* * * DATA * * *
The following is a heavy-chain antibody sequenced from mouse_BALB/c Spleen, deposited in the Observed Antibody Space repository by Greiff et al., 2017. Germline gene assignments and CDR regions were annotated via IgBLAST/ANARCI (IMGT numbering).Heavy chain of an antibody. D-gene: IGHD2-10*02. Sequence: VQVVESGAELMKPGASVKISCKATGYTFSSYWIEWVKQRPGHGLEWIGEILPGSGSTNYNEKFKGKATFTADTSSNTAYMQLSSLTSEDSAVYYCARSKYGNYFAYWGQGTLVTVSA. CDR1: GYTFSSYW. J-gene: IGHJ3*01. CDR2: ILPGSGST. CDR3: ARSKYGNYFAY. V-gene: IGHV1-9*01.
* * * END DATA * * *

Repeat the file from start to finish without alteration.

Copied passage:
The following is a heavy-chain antibody sequenced from mouse_BALB/c Spleen, deposited in the Observed Antibody Space repository by Greiff et al., 2017. Germline gene assignments and CDR regions were annotated via IgBLAST/ANARCI (IMGT numbering).Heavy chain of an antibody. D-gene: IGHD2-10*02. Sequence: VQVVESGAELMKPGASVKISCKATGYTFSSYWIEWVKQRPGHGLEWIGEILPGSGSTNYNEKFKGKATFTADTSSNTAYMQLSSLTSEDSAVYYCARSKYGNYFAYWGQGTLVTVSA. CDR1: GYTFSSYW. J-gene: IGHJ3*01. CDR2: ILPGSGST. CDR3: ARSKYGNYFAY. V-gene: IGHV1-9*01.